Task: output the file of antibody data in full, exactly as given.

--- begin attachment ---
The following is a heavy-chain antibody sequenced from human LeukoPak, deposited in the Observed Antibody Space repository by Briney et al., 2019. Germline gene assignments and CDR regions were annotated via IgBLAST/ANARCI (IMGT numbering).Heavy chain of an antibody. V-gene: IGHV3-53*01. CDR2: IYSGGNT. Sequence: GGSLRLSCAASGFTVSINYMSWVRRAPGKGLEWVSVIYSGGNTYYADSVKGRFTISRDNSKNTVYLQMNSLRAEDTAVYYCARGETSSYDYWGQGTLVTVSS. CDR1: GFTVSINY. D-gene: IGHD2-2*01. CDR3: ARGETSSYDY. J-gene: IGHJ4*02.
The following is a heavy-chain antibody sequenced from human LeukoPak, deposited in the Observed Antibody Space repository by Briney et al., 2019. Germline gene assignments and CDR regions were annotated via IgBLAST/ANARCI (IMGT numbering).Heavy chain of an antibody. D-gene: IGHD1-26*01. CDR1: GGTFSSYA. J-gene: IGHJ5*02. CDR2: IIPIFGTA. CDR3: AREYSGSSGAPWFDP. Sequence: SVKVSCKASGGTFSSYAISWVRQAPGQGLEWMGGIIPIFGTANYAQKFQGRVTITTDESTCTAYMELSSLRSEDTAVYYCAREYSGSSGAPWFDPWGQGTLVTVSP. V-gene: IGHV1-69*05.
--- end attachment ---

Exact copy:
The following is a heavy-chain antibody sequenced from human LeukoPak, deposited in the Observed Antibody Space repository by Briney et al., 2019. Germline gene assignments and CDR regions were annotated via IgBLAST/ANARCI (IMGT numbering).Heavy chain of an antibody. V-gene: IGHV3-53*01. CDR2: IYSGGNT. Sequence: GGSLRLSCAASGFTVSINYMSWVRRAPGKGLEWVSVIYSGGNTYYADSVKGRFTISRDNSKNTVYLQMNSLRAEDTAVYYCARGETSSYDYWGQGTLVTVSS. CDR1: GFTVSINY. D-gene: IGHD2-2*01. CDR3: ARGETSSYDY. J-gene: IGHJ4*02.
The following is a heavy-chain antibody sequenced from human LeukoPak, deposited in the Observed Antibody Space repository by Briney et al., 2019. Germline gene assignments and CDR regions were annotated via IgBLAST/ANARCI (IMGT numbering).Heavy chain of an antibody. D-gene: IGHD1-26*01. CDR1: GGTFSSYA. J-gene: IGHJ5*02. CDR2: IIPIFGTA. CDR3: AREYSGSSGAPWFDP. Sequence: SVKVSCKASGGTFSSYAISWVRQAPGQGLEWMGGIIPIFGTANYAQKFQGRVTITTDESTCTAYMELSSLRSEDTAVYYCAREYSGSSGAPWFDPWGQGTLVTVSP. V-gene: IGHV1-69*05.